The spot prices of liquefied natural gas have gone through the roof this year as Europe suddenly became a major buyer in its attempts to reduce reliance on Russian commodities.
Since last year, LNG spot prices were up 267 percent, averaging $57 per million British thermal units in the week to August 19, per Reuters data. However, this price does not reflect the supply situation of LNG.
Reuters Clyde Russell noted in a recent column that LNG exports to Asia—the biggest market for the superchilled fuel—are seen at 20.59 million tons for this month and 21.34 million tons per month for the first eight months of the year.
This is actually down from the average monthly volumes going into Asia over the first eight months of last year, Russell points out, citing Refinitiv data, which shows that average at 23.03 million tons.
In other words, a little less LNG is going into Asia this year than it went last year, at an average annual price of less than $15 per million British thermal units. But a lot more LNG is going in Europe this year, pushing up global spot LNG prices.
For the first eight months of this year, LNG imports into Europe have been almost 63 percent higher than the volumes for the same period of last year, the Refinitiv data also showed. That makes for an average monthly import rate of 10.62 million tons, which was up from 6.53 million tons same time last year.
A difference of around 4 million tons of LNG in monthly demand, then, has driven prices sky-high and triggered worries about the security of supply. Outages have not helped either, to be fair.
The Freeport LNG closure had a severe impact on LNG prices since the facility accounts for a fifth of U.S. liquefaction and export capacity. Shell had to suspend production on its Prelude floating LNG facility in Australia because of a workers’ strike, and Nigeria’s Bonny Island LNG terminal has been operating at lower than normal utilization rates because of insufficient gas supply, itself a result of thefts and pipeline sabotage.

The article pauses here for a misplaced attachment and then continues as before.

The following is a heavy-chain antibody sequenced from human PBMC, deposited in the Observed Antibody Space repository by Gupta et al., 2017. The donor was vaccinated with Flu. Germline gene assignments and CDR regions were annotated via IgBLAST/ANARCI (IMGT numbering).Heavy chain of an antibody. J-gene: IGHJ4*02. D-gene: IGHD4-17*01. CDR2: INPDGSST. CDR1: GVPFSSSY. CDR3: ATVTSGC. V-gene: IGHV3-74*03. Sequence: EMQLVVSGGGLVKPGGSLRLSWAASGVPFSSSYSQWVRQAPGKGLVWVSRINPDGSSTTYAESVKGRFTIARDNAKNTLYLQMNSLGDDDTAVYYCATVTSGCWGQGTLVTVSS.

Even with the Freeport closure, there still would have been enough for everyone if it hadn’t been for Europe’s newfound LNG appetite. There would have been enough even for poorer developing countries that have had to give up LNG cargos that they can no longer afford, plunging themselves into blackouts.
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Indeed, even EU member Bulgaria had to cancel two of three U.S. LNG cargos the previous government had asked for because the price was too high to make economic sense.
At the same time, long-term contracts for LNG appear to not be a real alternative to the spot market, at least for countries such as Germany. Earlier this year, Germany’s economy minister visited Qatar to negotiate a supply deal but went home empty-handed because of the conditions the Qatari side proposed, including the term of the deal.
Even so, LNG remains Europe’s only reasonable alternative to Russian pipeline gas, it would appear. It takes a shorter time to install floating LNG terminals than to build a pipeline, for example, and this is exactly what Germany is doing now, hoping to have two of these terminals ready for this winter.
France appears to be in favor of adding LNG import terminals rather than gas pipelines to solve its energy shortage problem. Again, the reason is that terminals for LNG imports take a shorter time to complete. And this means that Europe’s LNG thirst could only grow in the coming years.
This, in turn, might tighten the supply situation, and it probably will: LNG capacity expansions are on the agenda of many producers, but they take time, just like the construction of new capacity, such as the one mulled over by Canada during this week’s visit of Germany’s Chancellor in Ottawa. And this means prices have even higher to go.
By Irina Slav for Oilprice.com
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